Explanation of the Different Tests for COVID-19

There is a lot of talk about tests for COVID-19, and there is also a lot of confusion about what the results might mean. If the test result for COVID-19 is negative, does this mean that he is not sick? If someone tests positive for antibodies against COVID-19, does that mean they are immune?

Currently, there are two main types of tests for COVID-19: diagnostic and serological. A diagnostic test works by looking for the genetic material of a virus that can be detected during an active infection. A serological test works by detecting antibodies against the virus, which are only found later during infection and also after you have recovered.

“Each test has its own strengths and weaknesses,” said Pedro Piedra, MD , professor of molecular virology, microbiology and pediatrics at Baylor College of Medicine.

Diagnostic tests look for a virus

If you’ve heard of a test in which a swab is stuck in your nose and held all the way to your back , this is a diagnostic test that works by looking for the virus itself. A number of diagnostic tests have been developed, each of which works by looking for the genetic material of the virus.

A positive result means that the patient has been diagnosed with a virus, which indicates an active infection. Viral particles are found in a patient when they show symptoms and for a short period before and after, during the so-called spread of the virus.

But if you’ve been tested for COVID-19 and tested negative, that doesn’t necessarily mean you’re not infected.

“The main problem is often poor quality samples,” said Piedra. It is difficult to obtain a sufficient amount of sample, especially under imperfect conditions. He also advises that you discuss the test results and their significance with your doctor.

Serologic tests look for antibodies against the virus

Serological testing has received a lot of attention lately, mainly because it is spoken of as a measure to revitalize society by identifying people immune to COVID-19. Serologic tests work by detecting antibodies against the virus that causes COVID-19. These antibodies indicate that a person has been exposed in the past, whether they become ill or not.

There are two types of serological tests, one that checks for IgG antibodies and the other for IgM antibodies. IgM antibodies are the first line of defense of your immune system and are produced earlier in the course of infection. IgG antibodies take time to build up and can be detected in the body after the infection has passed.

A negative serological test does not necessarily mean that you are not infected.

“Both types of antibodies take time to create, so in an acute setting you won’t be able to detect them and you will have a false sense of security,” says Louis Ostroski , MD, an infectious disease specialist at UTHealth’s McGovern School of Medicine. in Houston.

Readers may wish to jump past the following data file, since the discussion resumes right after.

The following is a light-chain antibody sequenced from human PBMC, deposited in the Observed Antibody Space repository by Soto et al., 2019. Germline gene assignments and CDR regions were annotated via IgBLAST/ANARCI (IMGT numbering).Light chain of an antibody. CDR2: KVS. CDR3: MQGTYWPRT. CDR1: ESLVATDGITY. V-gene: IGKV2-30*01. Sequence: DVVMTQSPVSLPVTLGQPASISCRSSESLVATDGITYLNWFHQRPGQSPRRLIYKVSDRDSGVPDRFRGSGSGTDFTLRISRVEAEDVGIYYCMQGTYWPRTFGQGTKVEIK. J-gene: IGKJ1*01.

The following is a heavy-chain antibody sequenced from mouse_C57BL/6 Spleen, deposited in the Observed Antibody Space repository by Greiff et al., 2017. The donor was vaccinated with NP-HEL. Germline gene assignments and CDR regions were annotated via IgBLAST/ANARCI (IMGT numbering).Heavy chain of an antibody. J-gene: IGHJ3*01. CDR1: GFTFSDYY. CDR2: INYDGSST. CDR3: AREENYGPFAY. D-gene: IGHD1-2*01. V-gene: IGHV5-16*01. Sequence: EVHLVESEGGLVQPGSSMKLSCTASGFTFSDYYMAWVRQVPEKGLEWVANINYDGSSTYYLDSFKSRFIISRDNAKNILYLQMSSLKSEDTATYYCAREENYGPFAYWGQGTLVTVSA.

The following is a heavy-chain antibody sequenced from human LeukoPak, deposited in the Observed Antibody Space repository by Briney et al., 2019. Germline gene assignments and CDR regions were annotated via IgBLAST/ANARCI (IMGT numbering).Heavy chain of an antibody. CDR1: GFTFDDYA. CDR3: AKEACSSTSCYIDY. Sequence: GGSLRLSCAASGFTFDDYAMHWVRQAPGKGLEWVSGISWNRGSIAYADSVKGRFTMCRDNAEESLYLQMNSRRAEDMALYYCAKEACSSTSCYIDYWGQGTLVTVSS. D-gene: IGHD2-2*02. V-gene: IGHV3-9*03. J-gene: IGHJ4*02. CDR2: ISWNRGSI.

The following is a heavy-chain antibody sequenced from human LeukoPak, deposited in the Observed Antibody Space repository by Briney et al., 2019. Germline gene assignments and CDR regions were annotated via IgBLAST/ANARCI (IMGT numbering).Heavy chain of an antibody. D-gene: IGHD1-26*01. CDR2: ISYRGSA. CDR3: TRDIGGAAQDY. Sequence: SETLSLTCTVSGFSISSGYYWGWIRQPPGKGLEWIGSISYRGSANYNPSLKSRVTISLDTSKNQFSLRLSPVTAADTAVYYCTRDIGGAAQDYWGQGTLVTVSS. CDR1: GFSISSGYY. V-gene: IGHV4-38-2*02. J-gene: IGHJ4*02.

Serologic tests are possible indications of immunity

The big conversation around serological testing is that a person who tests positive is immune to COVID-19. In theory, this would mean that a healthcare professional could safely care for COVID-19 patients, key workers could be allowed to return to work, and others could be released from quarantine or isolation.

As hopeful as this idea sounds, things might not be that simple. “There is still a lot we don’t know,” says Piedra. Some of the unknowns include whether a person could be re-infected with COVID-19, and how long that immunity lasts.

If your antibody test comes back positive, don’t assume that it means you can return to your normal life. “You should still talk to your doctor,” says Ostroski.

Why is it important to confirm COVID-19 infection?

Testing for both varieties is still lacking, which means there are people with symptoms similar to COVID-19 who have not been able to get an official diagnosis. Even in these situations, Ostroski and Piedra are adamant: it is important to confirm that this is indeed COVID-19 before making any assumptions. If you have had symptoms of COVID-19, but you have not had an official diagnosis, this does not mean that you are now immune.

“It is very important to know for sure whether you have had the disease or not, as it can give you a false sense of security and put you at risk of infection,” says Ostroski, while Piedra notes that there are many respiratory viruses that mimic the lungs. or mild symptoms of COVID-19.

If you have had symptoms of COVID-19 but have not had an official diagnosis, that does not mean that you are now immune, and that does not mean that you can stop measures such as hand washing and physical distancing.

“Don’t be on the alert just because you think you have been infected,” says Piedra.

In the meantime, we must all do our part to flatten the curve to help protect the safety of healthcare workers as well as the health of our community. So wash your hands, practice physical distancing, and stay home.

“We’re in this for a long time,” says Piedra.

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